venerdì 29 luglio 2016

How Can We Encourage Imagination Early in Life? Paul Harris

Notebook per
How Can We Encourage Imagination Early in Life?
Paul Harris
Citation (APA): Harris, P. (2014). How Can We Encourage Imagination Early in Life? [Kindle Android version]. Retrieved from

Parte introduttiva
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scappare dal mondo o mapparlo? la costruzione del mondo la fatina dei denti: i bimbi usano i. x capire cosa diciamo loro. confermata l ipotesi realista contro il bambino/scienziato: i bimbi nn distinguono tra realtà sensibile e fantasia ma tra fantasie: esperimenti storia/finzione
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How Can We Encourage Imagination Early in Life? By Paul Harris
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The Work of the Imagination: To Escape Reality or to Make Sense of It?
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Developmental research supports this "escapist" view of the imagination.
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no real tea in the cup
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Effectively, I propose a radically different "realist" view of the imagination.
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Imagination Changes Over Time
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Children who were only told about the change were less accurate.
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Here, we have a simple example of children using their imagination, not to escape from reality, but to guide their understanding of reality.
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Here too, we see that children accept that the real world does not match what they have seen for themselves.
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In a further study, we asked 5- and 6-year-olds about the existence of special beings such as the Tooth Fairy or God.
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construct a conception of the world that goes well beyond what they have seen.
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Perhaps children listen to what they are told and trustingly file away some mental distillation (e.g., The toy is in the box; Germs exist; There is a Tooth Fairy).
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it is appropriate to invoke the imagination when someone invents a piece of make-believe but not when they simply register what they have been told about the way things are.
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Many of the children fully believed in the Tooth Fairy – they had no doubts about her existence. No matter whether they received the "truth" or "fun" instruction, these true believers asserted things that could not have actually happened on her visit, for example, "She flied in the window"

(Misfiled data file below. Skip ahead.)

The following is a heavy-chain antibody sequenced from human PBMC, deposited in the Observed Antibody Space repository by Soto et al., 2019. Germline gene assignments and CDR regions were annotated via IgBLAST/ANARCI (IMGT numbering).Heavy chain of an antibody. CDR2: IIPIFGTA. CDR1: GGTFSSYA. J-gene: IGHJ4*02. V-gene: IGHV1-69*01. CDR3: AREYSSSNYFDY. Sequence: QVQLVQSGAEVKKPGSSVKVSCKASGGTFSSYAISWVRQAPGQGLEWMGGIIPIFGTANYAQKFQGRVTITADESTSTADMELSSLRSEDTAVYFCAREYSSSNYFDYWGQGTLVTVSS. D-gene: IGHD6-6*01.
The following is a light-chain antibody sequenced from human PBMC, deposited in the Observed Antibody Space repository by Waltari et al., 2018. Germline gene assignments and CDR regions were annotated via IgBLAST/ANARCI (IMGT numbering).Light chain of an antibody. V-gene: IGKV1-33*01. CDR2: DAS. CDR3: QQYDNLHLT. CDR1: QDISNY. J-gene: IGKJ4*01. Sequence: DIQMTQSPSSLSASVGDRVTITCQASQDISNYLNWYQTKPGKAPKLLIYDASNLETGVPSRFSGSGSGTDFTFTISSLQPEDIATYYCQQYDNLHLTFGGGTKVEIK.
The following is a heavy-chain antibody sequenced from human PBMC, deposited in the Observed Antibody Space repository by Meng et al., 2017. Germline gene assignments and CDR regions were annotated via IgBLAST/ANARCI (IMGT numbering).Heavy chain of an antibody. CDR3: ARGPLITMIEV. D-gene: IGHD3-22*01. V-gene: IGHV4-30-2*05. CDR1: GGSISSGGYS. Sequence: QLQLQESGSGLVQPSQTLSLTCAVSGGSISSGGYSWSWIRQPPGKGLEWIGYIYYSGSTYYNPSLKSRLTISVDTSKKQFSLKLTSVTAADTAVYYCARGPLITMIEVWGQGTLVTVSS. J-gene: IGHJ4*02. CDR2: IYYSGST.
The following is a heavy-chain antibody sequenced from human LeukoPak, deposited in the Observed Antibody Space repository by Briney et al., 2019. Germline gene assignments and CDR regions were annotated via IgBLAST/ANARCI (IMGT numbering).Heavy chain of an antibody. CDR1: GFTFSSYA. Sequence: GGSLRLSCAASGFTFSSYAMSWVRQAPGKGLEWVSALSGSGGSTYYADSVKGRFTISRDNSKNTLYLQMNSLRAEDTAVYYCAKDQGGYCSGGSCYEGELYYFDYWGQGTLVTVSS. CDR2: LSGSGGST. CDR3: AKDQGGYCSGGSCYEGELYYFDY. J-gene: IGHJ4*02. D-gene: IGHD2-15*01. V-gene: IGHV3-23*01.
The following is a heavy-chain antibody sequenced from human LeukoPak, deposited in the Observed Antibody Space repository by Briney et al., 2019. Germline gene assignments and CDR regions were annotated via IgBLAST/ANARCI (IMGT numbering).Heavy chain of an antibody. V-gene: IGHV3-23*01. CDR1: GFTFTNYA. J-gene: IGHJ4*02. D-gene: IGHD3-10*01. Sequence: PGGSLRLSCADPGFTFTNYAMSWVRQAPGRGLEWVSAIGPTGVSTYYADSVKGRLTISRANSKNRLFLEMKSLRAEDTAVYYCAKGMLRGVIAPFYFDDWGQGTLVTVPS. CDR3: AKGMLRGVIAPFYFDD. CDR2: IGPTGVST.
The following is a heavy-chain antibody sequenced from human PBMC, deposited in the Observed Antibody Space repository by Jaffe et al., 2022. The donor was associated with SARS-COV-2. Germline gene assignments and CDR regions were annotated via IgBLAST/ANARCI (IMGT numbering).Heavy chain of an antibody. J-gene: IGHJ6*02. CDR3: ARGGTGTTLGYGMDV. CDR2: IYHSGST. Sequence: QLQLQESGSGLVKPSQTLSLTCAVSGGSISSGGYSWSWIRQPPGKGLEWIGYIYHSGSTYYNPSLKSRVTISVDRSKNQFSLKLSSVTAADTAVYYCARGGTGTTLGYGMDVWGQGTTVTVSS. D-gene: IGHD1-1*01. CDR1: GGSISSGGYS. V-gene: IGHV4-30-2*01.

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Clearly, these true believers did not file away and retrieve a minimalist record of what they had been told about the Tooth Fairy. Rather they used what they had been told to create a richer mental schema.
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Strikingly, such elaborations were more or less absent among Tooth Fairy skeptics
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Children Use Imagination to Understand What They are Told
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Does the imagination also infuse children’s ideas about causality? Many developmental psychologists think of children as little scientists who gradually make sense of the natural laws that determine what can and cannot happen. On this view, children’s imagination plays no obvious role in their ideas about causality. However, we have recently obtained results that undermine this child-as-scientist metaphor.
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We began by asking if children differentiate between historical and fictional stories.
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Abraham Lincoln
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Harry Potter,
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fictional stories often include magical elements.
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Children concluded that the soldier who encountered only ordinary events was an actual person whereas the soldier with the invincible sword was make-believe. By implication, children of 5 or 6 years operate with the assumption that magic cannot happen in the real world.
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We gave children quasi-biblical stories – novel stories that echoed the kind of miracle that occurs in the Bible.
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Children’s reactions to these stories varied dramatically. Secular children – those attending public school and not going to church – thought of the protagonist as make-believe whereas children who had received a religious education thought of the protagonist as real. Essentially, the two groups differed in their conception of the real world
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In conclusion, these findings imply that we should not fret about any decline of imaginative ability, as children get older. The conception of reality that children adopt owes a great deal to their imagination. Children, and indeed adults, look at reality and come to interpret it within the deeper, underlying framework that their imagination
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germs and the Tooth Fairy.
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How far does education impact